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-   -   War in Australia (any Oz Politics): the Original (https://www.pprune.org/jet-blast/477678-war-australia-any-oz-politics-original.html)

chuboy 21st Jul 2013 03:58

How ironic then, that capitalism is what has caused privatisation of monopoly essential infrastructure in this country to fail so miserably.

Unless you are aware of people who are happy paying more for electricity to line the pockets of a wealthy few? Perhaps that is fine by you?

P.S. Thank you for that amusing picture but I am not a socialist just because I think our pipes, ports and wires should be owned by the Commonwealth...

500N 21st Jul 2013 04:13

chuboy

They had a person on 774 saying the same thing.

If they can't get to Australia they won't travel.

Why oh why has it taken so long and so many deaths for someone in Gov't to actually put something hard nose in and not worry abut what it looks like.

Fliegenmong 21st Jul 2013 04:19

Here's to TA supporting eh 500??

Right I'm back outside, gorgeous day here today, just back from the mountains and a picnic lunch with Mrs Fliegs, back to bask in the wonderful winter sun :ok:

Buster Hyman 21st Jul 2013 07:00

Capitalism caused it? Wow, they have so much influence! And here I was thinking democratically elected Governments, standing with a privatisation platform actually made those decisions.

Lets not forget that State run infrastructure was abysmal prior to privatisation. A state of affairs that brought about privatisation in the first place. Of course, if you're happy to pay ever increasing taxes to service the State debt and line the pockets of lending institutions.... Perhaps that's fine by you?


Anyway, it's useless debating this point for two reasons... (a) I use a different type of tin foil to you and (b) I actually agree with you.


I think certain infrastructure should remain state controlled, and I can only consider Victoria in my reasoning. I think Kennetts hand was forced by the crippling, inherited debt of the previous Labor administration, the unwillingness of Unions to drag themselves out of the 70's, and yes, vested interests encouraging the reforms. Where I would concede it mostly went wrong was in the parameters that were set for the privatisation. Oh, and where this problem stems from is the Public Service... I know, I still see the ineptitude every day.

CoodaShooda 21st Jul 2013 08:14

Capitalism has certainly been the enemy of the union movement.
All of those tradies who took the chance to become self employed rather than continue as card carrying pawns in the battle between management and the unions. Certainly cut into membership numbers.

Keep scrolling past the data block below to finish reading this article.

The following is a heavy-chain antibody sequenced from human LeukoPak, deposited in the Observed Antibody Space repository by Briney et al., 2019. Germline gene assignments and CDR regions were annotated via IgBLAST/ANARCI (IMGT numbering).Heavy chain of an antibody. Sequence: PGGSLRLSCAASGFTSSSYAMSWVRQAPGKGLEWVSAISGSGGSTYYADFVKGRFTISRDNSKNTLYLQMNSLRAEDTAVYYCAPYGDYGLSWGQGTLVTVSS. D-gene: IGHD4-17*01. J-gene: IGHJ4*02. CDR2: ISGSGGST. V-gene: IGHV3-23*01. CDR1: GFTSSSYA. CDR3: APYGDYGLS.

I also agree that certain essential services need to remain in state control but run as a business, not a bureaucracy.

It also seems that it's been the state governments, of both persuasions, that have dropped the ball on infrastructure development and privatisations.

Creates a few problems for potential voters when you can't agree with either of the major parties.

For the third election running, it's a case of considering who is likely to do the least amount of damage over the next three years.

Worrals in the wilds 21st Jul 2013 08:24

Buster, agree on both counts.
We're getting the Privatisation spin up here with full force. IMO the reason governments like it is that it absolves responsibility; when the prices go up and the quality of service goes down they can skive off into the shadows and say 'blame XYZ utilities, it's all their fault.' :*

Of course XYZ Utilities buys said infrastructure with the purpose of making lots of money. That becomes a problem when it's a type of infrastructure that doesn't actually make money, because they have to gouge maintenance and services to keep it profitable. Prisons are a prime example, as is power. The private toll road concept has turned into a debacle; they've fallen like dominoes and plenty of people have lost a lot of money.

I'm a bit of a leftie :}, but IMO I pay taxes to the government so they provide power, roads, prisons and the like. If they're not going to provide those things and I'm going to get ripped off by a bunch of multi-nationals and 'shareholders', WTF am I paying taxes again? What exactly does the government do? It's not like taxes go down every time they sell off an asset.